glyceride

glyceride

[glis-uh-rahyd, -er-id]
noun Chemistry, Biochemistry.
any of a group of esters obtained from glycerol by the replacement of one, two, or three hydroxyl groups with a fatty acid: the principal constituent of adipose tissue.


Origin:
1860–65; glycer(in) + -ide

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Collins
World English Dictionary
glyceride (ˈɡlɪsəˌraɪd)
 
n
any fatty-acid ester of glycerol

Collins English Dictionary - Complete & Unabridged 10th Edition
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American Heritage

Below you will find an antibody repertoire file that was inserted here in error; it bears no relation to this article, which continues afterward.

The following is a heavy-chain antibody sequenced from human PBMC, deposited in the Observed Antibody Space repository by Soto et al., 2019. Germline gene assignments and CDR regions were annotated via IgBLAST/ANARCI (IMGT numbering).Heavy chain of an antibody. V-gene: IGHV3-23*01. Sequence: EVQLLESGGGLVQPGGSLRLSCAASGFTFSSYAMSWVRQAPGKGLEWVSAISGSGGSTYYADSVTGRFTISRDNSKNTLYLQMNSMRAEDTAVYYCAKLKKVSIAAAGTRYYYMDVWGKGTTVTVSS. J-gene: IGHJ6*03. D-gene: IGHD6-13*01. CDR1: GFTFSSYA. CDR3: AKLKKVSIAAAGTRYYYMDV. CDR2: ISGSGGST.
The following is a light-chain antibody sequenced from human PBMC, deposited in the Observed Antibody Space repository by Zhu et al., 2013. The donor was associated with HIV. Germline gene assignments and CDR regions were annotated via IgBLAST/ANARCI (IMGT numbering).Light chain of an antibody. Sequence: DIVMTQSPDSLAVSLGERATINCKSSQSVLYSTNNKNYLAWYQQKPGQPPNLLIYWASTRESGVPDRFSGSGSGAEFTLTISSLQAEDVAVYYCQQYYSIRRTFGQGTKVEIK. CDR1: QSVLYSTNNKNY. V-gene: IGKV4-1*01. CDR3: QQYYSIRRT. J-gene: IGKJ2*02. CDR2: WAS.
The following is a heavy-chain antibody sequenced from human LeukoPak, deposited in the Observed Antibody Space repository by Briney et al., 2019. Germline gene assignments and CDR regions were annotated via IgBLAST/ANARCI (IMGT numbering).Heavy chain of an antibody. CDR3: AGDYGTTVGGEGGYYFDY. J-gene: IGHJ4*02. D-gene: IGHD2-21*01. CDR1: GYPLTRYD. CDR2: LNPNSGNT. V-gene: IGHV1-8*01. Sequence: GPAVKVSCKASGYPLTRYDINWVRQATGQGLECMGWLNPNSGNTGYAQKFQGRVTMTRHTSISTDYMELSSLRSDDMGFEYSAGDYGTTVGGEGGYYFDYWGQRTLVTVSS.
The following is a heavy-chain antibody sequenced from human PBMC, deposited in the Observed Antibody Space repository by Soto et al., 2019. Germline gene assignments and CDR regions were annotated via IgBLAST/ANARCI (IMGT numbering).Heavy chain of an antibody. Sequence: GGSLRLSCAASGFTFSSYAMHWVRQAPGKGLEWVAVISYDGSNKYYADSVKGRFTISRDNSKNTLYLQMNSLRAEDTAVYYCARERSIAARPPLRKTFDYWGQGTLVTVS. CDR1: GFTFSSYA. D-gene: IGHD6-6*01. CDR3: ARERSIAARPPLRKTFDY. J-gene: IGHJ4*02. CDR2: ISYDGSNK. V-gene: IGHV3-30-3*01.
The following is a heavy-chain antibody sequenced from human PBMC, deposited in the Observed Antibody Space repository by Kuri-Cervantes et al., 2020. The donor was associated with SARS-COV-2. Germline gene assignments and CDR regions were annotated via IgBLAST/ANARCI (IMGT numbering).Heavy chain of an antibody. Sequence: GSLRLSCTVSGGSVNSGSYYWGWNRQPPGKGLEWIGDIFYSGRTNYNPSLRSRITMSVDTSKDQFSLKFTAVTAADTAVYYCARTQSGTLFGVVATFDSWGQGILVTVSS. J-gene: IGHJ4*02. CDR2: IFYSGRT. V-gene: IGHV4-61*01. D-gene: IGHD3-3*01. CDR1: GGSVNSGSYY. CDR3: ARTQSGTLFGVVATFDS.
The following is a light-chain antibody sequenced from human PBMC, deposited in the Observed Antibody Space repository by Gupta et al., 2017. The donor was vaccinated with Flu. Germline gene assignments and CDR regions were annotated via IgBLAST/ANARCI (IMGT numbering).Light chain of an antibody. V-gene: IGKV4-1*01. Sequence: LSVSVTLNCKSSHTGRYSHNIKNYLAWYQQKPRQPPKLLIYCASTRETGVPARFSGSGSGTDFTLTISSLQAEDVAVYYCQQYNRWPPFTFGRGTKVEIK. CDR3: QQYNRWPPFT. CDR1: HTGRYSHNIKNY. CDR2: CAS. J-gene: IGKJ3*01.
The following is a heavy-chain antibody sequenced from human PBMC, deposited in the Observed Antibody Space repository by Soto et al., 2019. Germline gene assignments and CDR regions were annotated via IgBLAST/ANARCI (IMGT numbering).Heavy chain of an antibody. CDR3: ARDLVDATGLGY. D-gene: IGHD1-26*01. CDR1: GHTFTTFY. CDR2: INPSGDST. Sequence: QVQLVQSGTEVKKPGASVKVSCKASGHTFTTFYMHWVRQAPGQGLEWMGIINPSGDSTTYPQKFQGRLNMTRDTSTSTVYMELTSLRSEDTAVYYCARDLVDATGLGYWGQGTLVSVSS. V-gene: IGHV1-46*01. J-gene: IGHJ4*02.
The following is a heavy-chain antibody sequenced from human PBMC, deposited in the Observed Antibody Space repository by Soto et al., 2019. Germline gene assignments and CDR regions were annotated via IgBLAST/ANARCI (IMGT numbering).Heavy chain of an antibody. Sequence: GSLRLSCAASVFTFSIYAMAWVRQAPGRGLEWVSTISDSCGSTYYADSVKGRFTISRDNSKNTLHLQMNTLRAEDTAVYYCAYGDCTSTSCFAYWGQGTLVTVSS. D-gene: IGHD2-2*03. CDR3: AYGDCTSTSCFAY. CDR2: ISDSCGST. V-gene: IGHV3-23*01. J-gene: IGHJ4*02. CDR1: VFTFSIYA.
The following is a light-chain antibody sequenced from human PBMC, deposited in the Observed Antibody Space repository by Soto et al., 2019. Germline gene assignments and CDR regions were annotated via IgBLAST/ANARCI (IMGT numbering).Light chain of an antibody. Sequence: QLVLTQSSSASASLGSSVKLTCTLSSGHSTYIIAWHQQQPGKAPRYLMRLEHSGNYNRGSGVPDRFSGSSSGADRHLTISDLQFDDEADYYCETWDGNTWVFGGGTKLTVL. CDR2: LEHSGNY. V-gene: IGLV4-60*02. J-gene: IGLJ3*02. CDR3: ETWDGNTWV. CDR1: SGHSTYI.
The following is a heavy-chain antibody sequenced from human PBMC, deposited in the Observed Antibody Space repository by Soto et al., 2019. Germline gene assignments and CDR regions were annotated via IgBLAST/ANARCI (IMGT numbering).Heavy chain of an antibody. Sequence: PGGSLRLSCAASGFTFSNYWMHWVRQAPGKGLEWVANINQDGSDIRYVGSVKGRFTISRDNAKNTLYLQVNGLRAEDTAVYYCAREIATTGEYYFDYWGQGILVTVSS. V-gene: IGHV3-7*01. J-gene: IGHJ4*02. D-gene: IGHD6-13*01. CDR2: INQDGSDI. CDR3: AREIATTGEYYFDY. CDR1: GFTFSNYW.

Medical Dictionary

glyceride glyc·er·ide (glĭs'ə-rīd')
n.
A natural or synthetic ester of glycerol and fatty acids.

The American Heritage® Stedman's Medical Dictionary
Copyright © 2002, 2001, 1995 by Houghton Mifflin Company. Published by Houghton Mifflin Company.
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American Heritage
Science Dictionary
glyceride   (glĭs'ə-rīd')  Pronunciation Key 
Any of various esters formed when glycerol reacts with a fatty acid. The fatty acids can react with one, two, or all three of the hydroxyl groups of the glycerol, resulting in mono-, di-, and triglycerides, respectively. Triglycerides are the main components of plant and animal oils and fats.
The American Heritage® Science Dictionary
Copyright © 2002. Published by Houghton Mifflin. All rights reserved.
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